This morning I woke up and Joasia had turned forty years old. This is going to be an unusual birthday for her due to the lockdown. We had a conversation about whether she felt forty years old and she said no. I think most people have that feeling. I think the feeling is born from the fact that when we defined what forty years old looked like, we were twelve, living in a completely different time, where people who were forty had lived harder lives than we did. So what came to define “forty” was a life of often physical labour, bad food, worse relationships and then the normal rigours of time. Now that we have hit forty, it just doesn’t seem the same. We’ve had access to better healthcare, more extensive knowledge on how to remain healthy; better eating habits, better exercising habits, better separation of professional and private life, and a better understanding of what constitutes mental health.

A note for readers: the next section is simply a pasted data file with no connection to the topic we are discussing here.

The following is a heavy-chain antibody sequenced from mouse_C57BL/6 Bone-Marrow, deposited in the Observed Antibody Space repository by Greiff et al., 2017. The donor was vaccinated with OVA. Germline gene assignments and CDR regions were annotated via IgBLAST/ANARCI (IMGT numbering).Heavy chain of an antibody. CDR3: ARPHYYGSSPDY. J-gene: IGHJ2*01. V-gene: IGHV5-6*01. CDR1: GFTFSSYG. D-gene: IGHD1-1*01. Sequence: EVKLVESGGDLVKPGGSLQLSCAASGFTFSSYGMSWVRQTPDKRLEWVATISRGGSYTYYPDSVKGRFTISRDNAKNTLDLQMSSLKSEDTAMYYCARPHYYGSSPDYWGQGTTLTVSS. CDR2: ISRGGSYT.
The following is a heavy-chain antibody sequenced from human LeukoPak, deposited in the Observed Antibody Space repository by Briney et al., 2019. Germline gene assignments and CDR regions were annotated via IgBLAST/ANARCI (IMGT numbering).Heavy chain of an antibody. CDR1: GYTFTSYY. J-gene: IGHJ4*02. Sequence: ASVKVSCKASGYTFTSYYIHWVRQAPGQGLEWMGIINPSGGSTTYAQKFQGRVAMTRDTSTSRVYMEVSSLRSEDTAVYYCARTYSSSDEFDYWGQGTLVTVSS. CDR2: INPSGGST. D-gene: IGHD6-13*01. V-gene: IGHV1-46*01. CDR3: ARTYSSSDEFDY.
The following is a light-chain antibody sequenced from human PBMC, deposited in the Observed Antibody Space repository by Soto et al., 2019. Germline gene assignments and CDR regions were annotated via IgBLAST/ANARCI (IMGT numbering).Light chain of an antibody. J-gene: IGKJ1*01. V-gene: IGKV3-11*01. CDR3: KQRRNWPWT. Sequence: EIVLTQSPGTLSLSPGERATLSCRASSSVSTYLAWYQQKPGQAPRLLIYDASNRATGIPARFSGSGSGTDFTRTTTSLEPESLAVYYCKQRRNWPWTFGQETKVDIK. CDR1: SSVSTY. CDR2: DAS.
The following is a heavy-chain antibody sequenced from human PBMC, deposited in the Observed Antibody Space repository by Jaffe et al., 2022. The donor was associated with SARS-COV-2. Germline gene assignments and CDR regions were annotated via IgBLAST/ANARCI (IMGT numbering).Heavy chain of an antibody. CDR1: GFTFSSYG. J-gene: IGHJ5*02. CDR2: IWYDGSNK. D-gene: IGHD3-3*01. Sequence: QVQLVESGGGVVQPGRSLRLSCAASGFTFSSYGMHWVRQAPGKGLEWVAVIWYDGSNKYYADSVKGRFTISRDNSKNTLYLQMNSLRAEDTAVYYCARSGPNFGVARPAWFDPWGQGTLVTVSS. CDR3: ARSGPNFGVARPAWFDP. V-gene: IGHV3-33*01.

It made us both consider how far we’ve come, from the girl growing up behind the Iron Curtain, to the law professor now living and thriving in England, and the boy who grew up in a poor family of scum and villainy who found himself by her side. I was the first in my family to earn a college degree, hot on my heels was my cousin Kim, three months my junior. And now my brother has earned his bachelor’s degree. Three people in that generation. (It’s a large family, and a large generation, so perhaps there have been a few others since, but not that I’ve heard of.) Generations of nothing, and then suddenly a generation that produced three (possibly more) college graduates. That’s a good indication that times have changed for the better. There is still a lot to do, and a lot to improve, however. And while we sometimes take a step back, I am confident that we will continue to take two steps forward.